When does rationality-as-search have nontrivial implications?

by nostalgebraist3 min read4th Nov 20184 comments

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Solomonoff InductionEmbedded Agency
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(This originated as a comment on the post "Embedded World-Models," but it makes a broadly applicable point and is substantial enough to be a post, so I thought I'd make it a post as well.)


This post feels quite similar to things I have written in the past to justify my lack of enthusiasm about idealizations like AIXI and logically-omniscient Bayes. But I would go further: I think that grappling with embeddedness properly will inevitably make theories of this general type irrelevant or useless, so that "a theory like this, except for embedded agents" is not a thing that we can reasonably want. To specify what I mean, I'll use this paragraph as a jumping-off point:

Embedded agents don’t have the luxury of stepping outside of the universe to think about how to think. What we would like would be a theory of rational belief for situated agents which provides foundations that are similarly as strong as the foundations Bayesianism provides for dualistic agents.

Most "theories of rational belief" I have encountered -- including Bayesianism in the sense I think is meant here -- are framed at the level of an evaluator outside the universe, and have essentially no content when we try to transfer them to individual embedded agents. This is because these theories tend to be derived in the following way:

  • We want a theory of the best possible behavior for agents.
  • We have some class of "practically achievable" strategies , which can actually be implemented by agents. We note that an agent's observations provide some information about the quality of different strategies . So if it were possible to follow a rule like "find the best given your observations, and then follow that ," this rule would spit out very good agent behavior.
  • Usually we soften this to a performance-weighted average rather than a hard argmax, but the principle is the same: if we could search over all of , the rule that says "do the search and then follow what it says" can be competitive with the very best . (Trivially so, since it has access to the best strategies, along with all the others.)
  • But usually . That is, the strategy "search over all practical strategies and follow the best ones" is not a practical strategy. But we argue that this is fine, since we are constructing a theory of ideal behavior. It doesn't have to be practically implementable.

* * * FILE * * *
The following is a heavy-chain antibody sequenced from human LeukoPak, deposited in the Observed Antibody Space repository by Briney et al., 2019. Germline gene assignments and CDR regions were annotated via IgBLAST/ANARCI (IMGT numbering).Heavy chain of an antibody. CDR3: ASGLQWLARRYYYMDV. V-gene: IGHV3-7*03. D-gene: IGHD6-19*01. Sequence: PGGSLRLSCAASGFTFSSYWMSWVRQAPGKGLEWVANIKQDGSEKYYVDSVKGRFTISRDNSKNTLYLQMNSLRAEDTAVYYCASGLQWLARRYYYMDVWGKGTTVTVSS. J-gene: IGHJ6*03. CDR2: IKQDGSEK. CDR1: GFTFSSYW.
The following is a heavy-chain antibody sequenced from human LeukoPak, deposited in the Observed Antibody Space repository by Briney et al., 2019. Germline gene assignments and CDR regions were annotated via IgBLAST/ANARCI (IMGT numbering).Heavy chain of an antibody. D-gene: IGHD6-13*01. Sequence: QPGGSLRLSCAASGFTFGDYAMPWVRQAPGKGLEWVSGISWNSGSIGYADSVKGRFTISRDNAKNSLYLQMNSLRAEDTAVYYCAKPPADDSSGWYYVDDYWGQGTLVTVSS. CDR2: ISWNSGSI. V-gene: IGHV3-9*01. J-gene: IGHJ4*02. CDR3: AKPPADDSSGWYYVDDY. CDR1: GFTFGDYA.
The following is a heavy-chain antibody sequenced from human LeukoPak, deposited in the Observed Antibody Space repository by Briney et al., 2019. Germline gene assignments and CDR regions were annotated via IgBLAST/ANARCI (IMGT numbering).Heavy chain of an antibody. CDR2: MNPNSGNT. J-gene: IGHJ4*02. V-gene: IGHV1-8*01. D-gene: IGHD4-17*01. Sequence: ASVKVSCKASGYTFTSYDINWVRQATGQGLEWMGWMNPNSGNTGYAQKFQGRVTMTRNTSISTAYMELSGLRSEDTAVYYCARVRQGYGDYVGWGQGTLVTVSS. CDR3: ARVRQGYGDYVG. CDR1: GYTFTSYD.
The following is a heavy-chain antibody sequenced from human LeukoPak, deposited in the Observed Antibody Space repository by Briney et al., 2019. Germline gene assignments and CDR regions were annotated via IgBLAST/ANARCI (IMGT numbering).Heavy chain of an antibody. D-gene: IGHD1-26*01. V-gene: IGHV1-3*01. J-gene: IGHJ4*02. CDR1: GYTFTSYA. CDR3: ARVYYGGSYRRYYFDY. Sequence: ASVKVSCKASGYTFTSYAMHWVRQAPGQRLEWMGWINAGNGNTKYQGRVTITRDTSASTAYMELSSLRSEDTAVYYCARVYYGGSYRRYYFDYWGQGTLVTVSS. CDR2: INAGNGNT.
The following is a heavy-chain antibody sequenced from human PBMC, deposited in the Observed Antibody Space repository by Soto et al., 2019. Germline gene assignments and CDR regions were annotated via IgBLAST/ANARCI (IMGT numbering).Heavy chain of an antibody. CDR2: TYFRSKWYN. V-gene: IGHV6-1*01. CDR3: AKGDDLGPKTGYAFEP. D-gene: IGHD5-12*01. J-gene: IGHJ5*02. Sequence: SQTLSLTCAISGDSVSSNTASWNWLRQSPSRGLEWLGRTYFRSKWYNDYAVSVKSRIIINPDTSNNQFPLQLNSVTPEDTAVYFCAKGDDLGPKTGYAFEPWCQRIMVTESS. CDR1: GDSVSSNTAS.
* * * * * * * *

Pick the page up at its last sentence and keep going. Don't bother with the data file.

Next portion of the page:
For example, in Solomonoff, is defined by computability while is allowed to be uncomputable. In the LIA construction, is defined by polytime complexity while is allowed to run slower than polytime. In logically-omniscient Bayes, finite sets of hypotheses can be manipulated in a finite universe but the full Boolean algebra over hypotheses generally cannot (N.B. I don't think this last case fits my schema quite as well as the other two).

I hope the framework I've just introduced helps clarify what I find unpromising about these theories. By construction, any agent you can actually design and run is a single element of (a "practical strategy"), so every fact about rationality that can be incorporated into agent design gets "hidden inside" the individual , and the only things you can learn from the "ideal theory" are things which can't fit into a practical strategy.

For example, suppose (reasonably) that model averaging and complexity penalties are broadly good ideas that lead to good results. But all of the model averaging and complexity penalization that can be done computably happens inside some Turing machine or other, at the level "below" Solomonoff. Thus Solomonoff only tells you about the extra advantage you can get by doing these things uncomputably. Any kind of nice Bayesian average over Turing machines that can happen computably is (of course) just another Turing machine.

This also explains why I find it misleading to say that good practical strategies constitute "approximations to" an ideal theory of this type. Of course, since just says to follow the best strategies in , if you are following a very good strategy in your behavior will tend to be close to that of . But this cannot be attributed to any of the searching over that does, since you are not doing a search over ; you are executing a single member of and ignoring the others. Any searching that can be done practically collapses down to a single practical strategy, and any that doesn't is not practical.

Concretely, this talk of approximations is like saying that a very successful chess player "approximates" the rule "consult all possible chess players, then weight their moves by past performance." Yes, the skilled player will play similarly to this rule, but they are not following it, not even approximately! They are only themselves, not any other player.

Any theory of ideal rationality that wants to be a guide for embedded agents will have to be constrained in the same ways the agents are. But theories of ideal rationality usually get all of their content by going to a level above the agents they judge. So this new theory would have to be a very different sort of thing.


To state all this more pithily: if we design the search space to contains everything feasible, then rationality-as-search has no feasible implications. If rationality-as-search is to have feasible implications, then the search space must be weak enough for there to be something feasible that is not a point in the search space.